Take some quality time to read the book by  C. Elliott Haverlack ,  Unbunde It , because it explores the issues you face as a leader with a twist that is different from many other leadership books.  Throughout, the book offers suggestions on how to  overcome the burden that complexity creates in our lives and businesses . Most intriguing for me is Haverlack's straight-forward, unbundled insights on  teams .  "The healthiest teams trust each other," explains the author.  "When we trust, we tend to be more transparent and are more likely to share the hurdles we need to leap.  And, once trust becomes a competency, accountability comes much more easily."  And, accountability is the key to delivering results. Haverlack's eight-point plan for a powerful team is : Engage a group that shares your core values. Set aspirational yet achievable goals for the company and every individual. Create an environment that encourages and rewards trust. Empower every

How To Be A Customer-Facing Employee

According to author  Micah Solomon , to ensure you have  customer-facing employees , help them to: Display simple human kindness  Sense what another person is feeling  Have an inclination toward teamwork  Be detail oriented, including having the ability and willingness to follow through to completion  Bounce back and do not internalize challenges

How To Access A Job Candidate's Leadership Skills

The next time you are interviewing a candidate and you want to access their leadership skills, consider asking the candidate these questions : What personal qualities define you as a leader?  Describe a situation when these qualities helped you lead others. Give an example of when you demonstrated good leadership. What is the toughest group from which you've had to get cooperation? Have you ever had difficulty getting others to accept your ideas?  What was your approach?  Did it work? Describe a situation in which you had to change your leadership style to achieve the goal? One leadership skill is the ability to accommodate different views in the workplace, regardless of what they are.  What have you done to foster a wide number of views in your work environment? Thanks to Sharon Armstrong, author of  The Essential HR Handbook , for these helpful questions!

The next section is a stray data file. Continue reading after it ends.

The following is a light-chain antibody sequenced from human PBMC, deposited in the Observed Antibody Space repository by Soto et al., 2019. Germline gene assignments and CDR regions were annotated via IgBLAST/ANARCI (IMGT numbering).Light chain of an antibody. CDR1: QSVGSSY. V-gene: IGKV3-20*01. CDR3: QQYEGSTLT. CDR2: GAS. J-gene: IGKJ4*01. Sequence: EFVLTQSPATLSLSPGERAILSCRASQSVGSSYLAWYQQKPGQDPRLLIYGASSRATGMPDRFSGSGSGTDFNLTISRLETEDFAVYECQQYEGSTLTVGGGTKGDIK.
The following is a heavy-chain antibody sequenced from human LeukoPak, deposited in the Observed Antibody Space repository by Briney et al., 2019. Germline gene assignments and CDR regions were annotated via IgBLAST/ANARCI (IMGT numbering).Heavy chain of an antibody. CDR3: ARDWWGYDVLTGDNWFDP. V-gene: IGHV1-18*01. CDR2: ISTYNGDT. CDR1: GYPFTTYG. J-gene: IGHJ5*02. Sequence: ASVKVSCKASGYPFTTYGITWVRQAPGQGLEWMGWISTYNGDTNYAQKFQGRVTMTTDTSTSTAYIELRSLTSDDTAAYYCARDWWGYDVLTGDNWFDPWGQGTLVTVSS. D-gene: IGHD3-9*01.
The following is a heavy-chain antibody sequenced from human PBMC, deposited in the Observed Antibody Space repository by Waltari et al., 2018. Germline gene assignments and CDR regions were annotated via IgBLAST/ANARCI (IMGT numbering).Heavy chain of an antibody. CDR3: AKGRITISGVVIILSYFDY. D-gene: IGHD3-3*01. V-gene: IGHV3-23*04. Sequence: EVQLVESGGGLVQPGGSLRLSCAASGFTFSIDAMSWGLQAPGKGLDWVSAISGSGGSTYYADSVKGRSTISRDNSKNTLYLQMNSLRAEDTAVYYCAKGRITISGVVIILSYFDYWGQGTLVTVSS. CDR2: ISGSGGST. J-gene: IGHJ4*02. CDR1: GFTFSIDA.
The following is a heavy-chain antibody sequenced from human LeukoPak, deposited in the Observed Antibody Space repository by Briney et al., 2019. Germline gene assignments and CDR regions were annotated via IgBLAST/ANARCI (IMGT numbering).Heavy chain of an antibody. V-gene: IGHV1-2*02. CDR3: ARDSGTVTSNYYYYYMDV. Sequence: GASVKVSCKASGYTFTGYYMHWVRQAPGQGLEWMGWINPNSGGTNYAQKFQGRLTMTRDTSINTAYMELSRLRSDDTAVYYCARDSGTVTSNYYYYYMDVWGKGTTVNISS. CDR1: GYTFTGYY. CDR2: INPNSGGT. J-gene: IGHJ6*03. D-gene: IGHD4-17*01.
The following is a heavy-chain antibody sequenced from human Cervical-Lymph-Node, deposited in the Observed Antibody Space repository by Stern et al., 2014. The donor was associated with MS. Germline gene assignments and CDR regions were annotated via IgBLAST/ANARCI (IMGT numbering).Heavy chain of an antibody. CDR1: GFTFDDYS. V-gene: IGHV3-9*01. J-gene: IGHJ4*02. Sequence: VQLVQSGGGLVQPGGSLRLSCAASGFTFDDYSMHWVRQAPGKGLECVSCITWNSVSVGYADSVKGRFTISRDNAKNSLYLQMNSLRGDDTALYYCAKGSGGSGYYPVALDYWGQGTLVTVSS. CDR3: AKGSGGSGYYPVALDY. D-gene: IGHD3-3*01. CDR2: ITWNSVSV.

How To Transform Yourself Into An Optimist

Every leader experiences periods of ups and downs. Hopefully, more up periods. If you struggle with too many down periods, it might be because you have perfectionist tendencies. Transform yourself into an optimist by: Viewing failure as an opportunity to learn  and understand that failure is part of a fulfilling life. Making room for pain . Don't deny yourself permission to feel painful emotions. Setting standards that are attainable because they are grounded in reality . Don't set goals and standards that are essentially impossible to meet. You can learn more about being an optimist by reading the book, The Pursuit Of The Perfect: How To Stop Chasing Perfection And Start Living A Richer, Happier Lif e,  by Tal Ben-Shahar